Much more could be said here about Harding's LXX statement, but it's thrown out, as I see it, for people ignorant of what's going on or what it means.  It opens a can of worms that's bigger than what these men think is a KJVO problem.  In other words, it creates a far bigger problem to deal with a perceived problem.

I can't take the time to answer every clueless statement, but I want to answer one as a representation of what I believe.  Someone named Darrell Post writes unchallenged:
Kent not only believes the 'preservation passages' refer to the written copies, he has proposed which copies are the right ones.
Scripture teaches the preservation of words and that's what I believe.  Scripture is written.  That's part of a biblical belief.  A copy is something that is written, so all the words and every one of them are available in copies.  I've never said I believe one perfect copy has made its way through all the way through history.  All those like Post, who do not believe that God preserved every and all of His words in written form, do not believe what God said He would do.  The denial of preservation is an unproven assertion.  The existence of textual variants doesn't prove God didn't do what He said He would do in preservation of scripture.

Regarding a graspable, comprehensible translation, the vernacular argument, Andy Efting asks:  "Regarding the Defined KJV -- doesn't the fact that there is a need for this type of thing prove Mark's point?"  Mark Ward says use many translations for the purpose of understanding.  I don't know if he makes that point in his book, but he's made it multiple times in interviews about the book and articles related to the book.  The Defined King James aids in understanding, and Mark Ward implies or assumes that every translation should be compared with multiple translations.  A Defined King James (read editorial review and consider whether that Bible is doing what Ward says that he wants) seems to be right in the wheelhouse of what Mark Ward wants, definition of terms that alleviate the "false friends" to which Ward refers.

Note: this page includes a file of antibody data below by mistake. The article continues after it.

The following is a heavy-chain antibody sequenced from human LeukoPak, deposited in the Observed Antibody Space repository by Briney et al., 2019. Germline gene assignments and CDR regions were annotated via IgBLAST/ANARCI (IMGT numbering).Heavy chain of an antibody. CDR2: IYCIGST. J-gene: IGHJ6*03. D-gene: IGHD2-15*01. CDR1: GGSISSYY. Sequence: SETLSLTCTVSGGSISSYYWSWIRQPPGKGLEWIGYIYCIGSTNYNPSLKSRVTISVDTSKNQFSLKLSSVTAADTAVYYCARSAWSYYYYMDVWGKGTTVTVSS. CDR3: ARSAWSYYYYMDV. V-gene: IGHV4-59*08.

Someone said that Ward's argument for the update of the KJV, to rid it of false friends and archaic words, hasn't been answered.  I have answered it multiple occasions even before Ward made his argument (herehere, and here especially), but also after he wrote the book (here).  I'm not opposed to an update according to certain parameters based upon biblical teaching or principles.   As almost anyone knows, there are already multiple updates already done, which themselves illustrate why it is wrought with so many harmful possibilities (as one example consider the very weird and expensive update called "The Pure Word," which I have a copy and have examined).

I ask, why are critical or eclectic text men so interested in separating men from the King James Version?  They say that they want more people to understand the Bible and these people are losing out.  I have a hard time believing it.  Love wants to believe the best, and I want to, but I also know not to be gullible.  I'm more concerned that these same men don't believe the biblical and historical doctrine of the preservation of scripture.


Anonymous said...

Brother Brandenburg,

You said this:

"I ask, why are critical or eclectic text men so interested in separating men from the King James Version? They say that they want more people to understand the Bible and these people are losing out. I have a hard time believing it."

Exactly. It would be OK to update the KJV if certain things were done. However, the fact that pro-CT guys promote it really, really makes me wonder!

E. T. Chapman

Andy Efting said...

I tried to post a comment on an earlier article in reply to Bill, but I don't see it. Maybe I did something wrong. At any rate, it was a follow up to the same issue I raised that Kent refers to in this post. Basically I think my point stands. There would be no need for a Defined KJV if the KJV was "easy to be understood" per 1 Cor 14:9. The article that Bill referred me to said we can always look up words we don't understand in the dictionary. We can if we know to do so -- which we don't always know. Either way, it seems we are putting an unnecessary obstacle in people's way.

But, Kent, your post here has reminded me that all this was discussed in great detail earlier. Somehow I missed all that.

Kent Brandenburg said...


As much as some have said I've not answered Mark, if someone were to read what I've written, then they would know that I've answered Mark very much. I don't believe Mark answers me, and he doesn't, and even says, because he doesn't care. He says he wants this one thing for Us, since it doesn't apply to him anyway, but we are fine. We think the Defined King James Version does what he says we need...we need, according to Mark Ward, who recommends not using the King James.